By Kai Thaler
Kai Thaler outlines what needs to be done to resolve the Central American migrant crisis.
On Sunday, the US Border Patrol fired tear gas into Mexico at migrants, including children, attempting to enter the US near the San Ysidro border crossing between Tijuana and San Diego. The use of a chemical weapon banned in war against families rightly provoked widespread condemnation (Border Patrol agents also used pepper spray against migrants in 2013, fired tear gas and pepper spray into Mexico in 2007, and have killed rock throwers at the border in the past). Migrants attempting to enter the US are frustrated by the Trump administration’s restriction of the process of seeking asylum, a legal right under US and international law, a situation that won’t be solved by processing asylum seekers on Mexican soil.
Most of those who attempted to scale the border fence were reportedly from Honduras, the country with the world’s second-highest homicide rate. Young people there are caught between murderous gangs, violent and corrupt police, and paramilitary ‘social cleansing’ squads who target young men, while gender-based violence rates are also high. There are similar, if slightly less violent, dynamics in El Salvador and Guatemala, and increasing state repression in Nicaragua. Despite changes in US immigration policy and enforcement under the Trump administration, the US remains for many Central Americans a place of hope for a better, more secure life.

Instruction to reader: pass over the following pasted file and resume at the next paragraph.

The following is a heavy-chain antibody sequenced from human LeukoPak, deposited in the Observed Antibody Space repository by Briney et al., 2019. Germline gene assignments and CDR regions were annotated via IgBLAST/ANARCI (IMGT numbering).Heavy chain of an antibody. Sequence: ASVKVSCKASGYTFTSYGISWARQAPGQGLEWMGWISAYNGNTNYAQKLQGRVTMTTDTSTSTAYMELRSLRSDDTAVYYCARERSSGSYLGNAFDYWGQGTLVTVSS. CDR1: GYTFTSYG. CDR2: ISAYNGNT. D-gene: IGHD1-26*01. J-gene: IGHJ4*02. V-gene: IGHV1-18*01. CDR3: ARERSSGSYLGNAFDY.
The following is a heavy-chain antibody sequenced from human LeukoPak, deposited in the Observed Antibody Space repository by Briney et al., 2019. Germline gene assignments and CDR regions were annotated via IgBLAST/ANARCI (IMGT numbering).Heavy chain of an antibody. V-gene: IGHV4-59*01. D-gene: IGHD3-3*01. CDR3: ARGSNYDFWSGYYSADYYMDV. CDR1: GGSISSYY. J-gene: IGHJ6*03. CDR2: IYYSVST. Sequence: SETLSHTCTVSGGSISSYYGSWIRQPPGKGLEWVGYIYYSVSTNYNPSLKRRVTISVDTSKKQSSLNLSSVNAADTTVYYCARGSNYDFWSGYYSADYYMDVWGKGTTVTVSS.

In this environment, deterrence efforts will have limited effectiveness. Globally, while the absolute number of migrants is rising, this has been as the world population has also increased, so the percentage of migrants has remained relatively stable. Wealthier, more stable countries like the US, Western European countries, Canada, and Australia will always be destinations for economic migrants and refugees, as well as countries like Costa Rica and South Africa in their regions. Millions of people are willing to risk their lives on perilous journeys across Central America and Mexico, the Sahara and Mediterranean, and the seas of Southeast Asia, despite increasingly harsh immigration enforcement regimes because conditions at home are so bad.
Let’s set aside that immigration is in fact a net benefit for receiving countries economically, that immigration does not dampen the economic prospects of native-born US workers, that multiple US industries depend on immigrant labor, and that immigration either reduces or has no effect on crime rates. If the Trump administration actually wanted to engage in good faith efforts to reduce the flow of migrants and refugees northwards from Central America, what should they do? Work to improve Central American states and societies.
As Eric Levitz puts it, the US “owe[s] Central American migrants much more” than their current cruel treatment, and accepting asylum-seekers and economic migrants is arguably fair repayment for the US role in destabilizing the region. There is a long and sordid history of US military intervention and subversion in Latin America, alongside support for despotic regimes and coups like that in Honduras in 2009, and economic exploitation. The US also bears responsibility for deporting gang members who helped MS-13 become so powerful in Central America and for US consumers’ habits driving the drug trade. There is no appetite, of course, for military intervention in Central America, but the US can help stabilize the Northern Triangle countries and Nicaragua through a combination of aid and diplomacy.